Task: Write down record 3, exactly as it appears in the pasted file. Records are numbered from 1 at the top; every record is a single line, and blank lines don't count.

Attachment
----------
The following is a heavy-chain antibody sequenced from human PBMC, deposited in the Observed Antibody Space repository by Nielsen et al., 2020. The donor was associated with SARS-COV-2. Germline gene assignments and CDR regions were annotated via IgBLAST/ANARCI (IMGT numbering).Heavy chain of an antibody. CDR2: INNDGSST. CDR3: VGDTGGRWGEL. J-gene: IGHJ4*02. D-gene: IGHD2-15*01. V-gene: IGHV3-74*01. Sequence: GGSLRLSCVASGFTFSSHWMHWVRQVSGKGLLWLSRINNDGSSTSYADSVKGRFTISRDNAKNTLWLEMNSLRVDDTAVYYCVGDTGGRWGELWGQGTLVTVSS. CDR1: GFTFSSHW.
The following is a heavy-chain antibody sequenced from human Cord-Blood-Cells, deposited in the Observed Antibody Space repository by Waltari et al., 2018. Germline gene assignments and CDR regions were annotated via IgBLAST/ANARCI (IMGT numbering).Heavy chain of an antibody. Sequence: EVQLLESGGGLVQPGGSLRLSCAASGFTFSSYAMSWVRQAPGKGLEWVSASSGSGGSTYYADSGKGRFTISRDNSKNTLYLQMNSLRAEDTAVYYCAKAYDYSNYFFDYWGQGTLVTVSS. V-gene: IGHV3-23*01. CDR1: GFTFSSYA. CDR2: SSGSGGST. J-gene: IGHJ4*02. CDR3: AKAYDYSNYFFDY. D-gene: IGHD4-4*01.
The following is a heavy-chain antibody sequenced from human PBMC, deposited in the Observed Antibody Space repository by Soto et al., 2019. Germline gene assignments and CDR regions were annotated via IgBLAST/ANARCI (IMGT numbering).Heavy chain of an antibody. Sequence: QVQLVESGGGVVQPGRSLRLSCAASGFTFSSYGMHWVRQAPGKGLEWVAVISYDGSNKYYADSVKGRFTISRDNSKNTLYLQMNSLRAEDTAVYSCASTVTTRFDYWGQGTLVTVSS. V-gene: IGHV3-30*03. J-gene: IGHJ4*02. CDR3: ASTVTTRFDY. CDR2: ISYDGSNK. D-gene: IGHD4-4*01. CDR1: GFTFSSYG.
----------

The following is a heavy-chain antibody sequenced from human PBMC, deposited in the Observed Antibody Space repository by Soto et al., 2019. Germline gene assignments and CDR regions were annotated via IgBLAST/ANARCI (IMGT numbering).Heavy chain of an antibody. Sequence: QVQLVESGGGVVQPGRSLRLSCAASGFTFSSYGMHWVRQAPGKGLEWVAVISYDGSNKYYADSVKGRFTISRDNSKNTLYLQMNSLRAEDTAVYSCASTVTTRFDYWGQGTLVTVSS. V-gene: IGHV3-30*03. J-gene: IGHJ4*02. CDR3: ASTVTTRFDY. CDR2: ISYDGSNK. D-gene: IGHD4-4*01. CDR1: GFTFSSYG.